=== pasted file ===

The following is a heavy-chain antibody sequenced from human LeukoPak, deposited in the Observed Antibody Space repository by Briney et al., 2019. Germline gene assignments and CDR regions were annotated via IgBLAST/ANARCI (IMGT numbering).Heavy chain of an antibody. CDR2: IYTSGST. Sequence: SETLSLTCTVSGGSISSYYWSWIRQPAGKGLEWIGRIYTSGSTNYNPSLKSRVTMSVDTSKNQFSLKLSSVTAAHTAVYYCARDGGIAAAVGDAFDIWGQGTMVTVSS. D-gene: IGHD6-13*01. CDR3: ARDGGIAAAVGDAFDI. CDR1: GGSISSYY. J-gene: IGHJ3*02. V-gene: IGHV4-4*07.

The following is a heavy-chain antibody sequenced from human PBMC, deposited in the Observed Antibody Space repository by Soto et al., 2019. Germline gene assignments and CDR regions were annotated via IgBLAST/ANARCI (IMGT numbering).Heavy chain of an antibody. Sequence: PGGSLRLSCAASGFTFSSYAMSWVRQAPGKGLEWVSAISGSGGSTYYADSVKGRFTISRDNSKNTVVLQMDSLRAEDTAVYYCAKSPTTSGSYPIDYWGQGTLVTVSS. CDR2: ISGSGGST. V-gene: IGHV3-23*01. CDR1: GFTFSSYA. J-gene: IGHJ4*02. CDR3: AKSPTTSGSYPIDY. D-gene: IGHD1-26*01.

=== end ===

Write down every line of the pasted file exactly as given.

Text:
The following is a heavy-chain antibody sequenced from human LeukoPak, deposited in the Observed Antibody Space repository by Briney et al., 2019. Germline gene assignments and CDR regions were annotated via IgBLAST/ANARCI (IMGT numbering).Heavy chain of an antibody. CDR2: IYTSGST. Sequence: SETLSLTCTVSGGSISSYYWSWIRQPAGKGLEWIGRIYTSGSTNYNPSLKSRVTMSVDTSKNQFSLKLSSVTAAHTAVYYCARDGGIAAAVGDAFDIWGQGTMVTVSS. D-gene: IGHD6-13*01. CDR3: ARDGGIAAAVGDAFDI. CDR1: GGSISSYY. J-gene: IGHJ3*02. V-gene: IGHV4-4*07.

The following is a heavy-chain antibody sequenced from human PBMC, deposited in the Observed Antibody Space repository by Soto et al., 2019. Germline gene assignments and CDR regions were annotated via IgBLAST/ANARCI (IMGT numbering).Heavy chain of an antibody. Sequence: PGGSLRLSCAASGFTFSSYAMSWVRQAPGKGLEWVSAISGSGGSTYYADSVKGRFTISRDNSKNTVVLQMDSLRAEDTAVYYCAKSPTTSGSYPIDYWGQGTLVTVSS. CDR2: ISGSGGST. V-gene: IGHV3-23*01. CDR1: GFTFSSYA. J-gene: IGHJ4*02. CDR3: AKSPTTSGSYPIDY. D-gene: IGHD1-26*01.